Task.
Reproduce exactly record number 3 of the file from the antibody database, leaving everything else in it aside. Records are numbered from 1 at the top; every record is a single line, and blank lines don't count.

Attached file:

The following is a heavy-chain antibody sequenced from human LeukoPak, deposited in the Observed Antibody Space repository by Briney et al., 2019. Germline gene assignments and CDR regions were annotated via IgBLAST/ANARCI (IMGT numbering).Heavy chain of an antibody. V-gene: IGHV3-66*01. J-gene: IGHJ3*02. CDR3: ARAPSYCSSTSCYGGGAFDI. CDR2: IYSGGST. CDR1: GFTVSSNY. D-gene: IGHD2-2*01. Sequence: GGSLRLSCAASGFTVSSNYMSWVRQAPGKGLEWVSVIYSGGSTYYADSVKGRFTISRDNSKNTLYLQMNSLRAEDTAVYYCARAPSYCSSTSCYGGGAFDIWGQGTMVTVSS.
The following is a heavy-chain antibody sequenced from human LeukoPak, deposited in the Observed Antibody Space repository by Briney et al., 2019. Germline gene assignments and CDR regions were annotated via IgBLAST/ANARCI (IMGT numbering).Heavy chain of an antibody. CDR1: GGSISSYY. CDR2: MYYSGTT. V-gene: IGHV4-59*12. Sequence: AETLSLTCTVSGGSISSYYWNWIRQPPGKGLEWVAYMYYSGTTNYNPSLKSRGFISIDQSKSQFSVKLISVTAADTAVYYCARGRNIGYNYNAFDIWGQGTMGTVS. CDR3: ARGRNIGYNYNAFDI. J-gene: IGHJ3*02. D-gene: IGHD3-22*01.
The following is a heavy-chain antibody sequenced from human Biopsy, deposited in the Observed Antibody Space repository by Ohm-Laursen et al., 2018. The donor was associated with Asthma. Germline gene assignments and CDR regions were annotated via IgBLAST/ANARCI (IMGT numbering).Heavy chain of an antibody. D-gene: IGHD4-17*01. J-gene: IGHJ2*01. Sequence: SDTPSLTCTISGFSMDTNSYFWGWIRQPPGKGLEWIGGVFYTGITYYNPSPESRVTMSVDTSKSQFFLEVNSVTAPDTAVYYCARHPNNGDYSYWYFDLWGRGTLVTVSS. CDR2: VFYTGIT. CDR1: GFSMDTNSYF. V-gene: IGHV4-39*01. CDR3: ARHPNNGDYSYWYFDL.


The following is a heavy-chain antibody sequenced from human Biopsy, deposited in the Observed Antibody Space repository by Ohm-Laursen et al., 2018. The donor was associated with Asthma. Germline gene assignments and CDR regions were annotated via IgBLAST/ANARCI (IMGT numbering).Heavy chain of an antibody. D-gene: IGHD4-17*01. J-gene: IGHJ2*01. Sequence: SDTPSLTCTISGFSMDTNSYFWGWIRQPPGKGLEWIGGVFYTGITYYNPSPESRVTMSVDTSKSQFFLEVNSVTAPDTAVYYCARHPNNGDYSYWYFDLWGRGTLVTVSS. CDR2: VFYTGIT. CDR1: GFSMDTNSYF. V-gene: IGHV4-39*01. CDR3: ARHPNNGDYSYWYFDL.